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Oprah interview: Can Lance Armstrong rehabilitate his image?

Lance Armstrong has a very steep hill to climb to regain any measure of public favor, given his past transgressions. But the Oprah Winfrey interview can be a start, image experts say.

By Daniel B. WoodStaff writer / January 16, 2013

Talk-show host Oprah Winfrey interviews cyclist Lance Armstrong during taping for the show 'Oprah and Lance Armstrong: The Worldwide Exclusive' in Austin, Texas. The two-part episode will air nationally Thursday and Friday.

George Burns//Courtesy of Harpo Studios, Inc./AP

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Can Lance Armstrong rehabilitate his image?

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Yes, say public relation and image specialists. Think Marion Barry – the Washington mayor caught on video smoking crack in a room with a prostitute, who came back to be reelected. Or Bill Clinton, who was dubbed “the comeback kid” for politically surviving sexual peccadilloes more than once. Or Tiger Woods, who is now the No. 2 ranked golfer in the world and who may regain some sponsorships.

Americans are extremely forgiving, they say.

For Lance Armstrong, however, the list of “yes, buts” is long, including both image and legal problems. His repeated denials of having used performance-enhancing drugs, together with his efforts to legally and emotionally bully those who suggested otherwise, make him a particularly hard case.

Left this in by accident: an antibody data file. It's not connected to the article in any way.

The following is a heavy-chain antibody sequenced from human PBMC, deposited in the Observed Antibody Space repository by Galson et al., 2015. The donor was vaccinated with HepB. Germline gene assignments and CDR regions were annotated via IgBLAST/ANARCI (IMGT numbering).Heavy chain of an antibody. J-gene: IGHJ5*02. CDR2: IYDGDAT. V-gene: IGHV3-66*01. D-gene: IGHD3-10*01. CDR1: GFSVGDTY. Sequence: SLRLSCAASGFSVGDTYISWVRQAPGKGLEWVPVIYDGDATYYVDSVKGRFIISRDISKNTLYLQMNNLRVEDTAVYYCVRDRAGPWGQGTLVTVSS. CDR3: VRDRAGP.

The issue arises because Armstrong reportedly confessed to using performance-enhancing drugs in an interview with Oprah Winfrey that will air in a two-part special Thursday and Friday on Winfrey’s OWN network. In October, Armstrong was slapped with a lifetime ban from professional cycling on the heels of a 1,000-page report last year by the United States Anti-Doping Agency (USADA). The report chronicled an elaborate, 15-years-long doping program led by Armstrong and involving a long list of performance enhancers from steroids to blood boosters such as EPO.

“To rehabilitate his image, he needs to do many things, and he must do them without a quid pro quo that it will lead to any exoneration,” says Len Shyles, professor of communication at Villanova University. “He owes many apologies to many individuals and interests. Unfortunately a liar, a cheat, and a thief, he defrauded businesses and people of millions of dollars and some may have been severely damaged. He systematically ruined the lives of other cyclists and private citizens, costing them their reputations and many dollars defending themselves from lawsuits.”

Where Armstrong must begin, say several analysts, is reestablishing some small measure of trust and integrity.

"These top athletes are perceived as role models and when they fail to maintain that level of trust, it’s difficult to get it back. Pete Rose is a great example. One of history’s greatest baseball players, but he’s been perhaps permanently scarred by his gambling,” says Mitch Leff, president of Leff & Associates, a public-relations firm in Atlanta. “People will forgive someone who makes a mistake, or does something illegal or unethical, if they admit what they did and show a real effort to change. But when someone lies for years and years, in interview after interview, it is very difficult to forgive.”

That means Armstrong must come across as absolutely sincere – an immense challenge based on his past.

“In his interview with Oprah – and in others that may follow – he must be perceived as genuinely contrite about his past mistakes and not just using the opportunity as a springboard to other pursuits,” says Richard Goedkoop, retired professor of communication at LaSalle University. “This will be a challenge since his denials on this subject go back at least 10 years. Why should we believe he is sincere now?”

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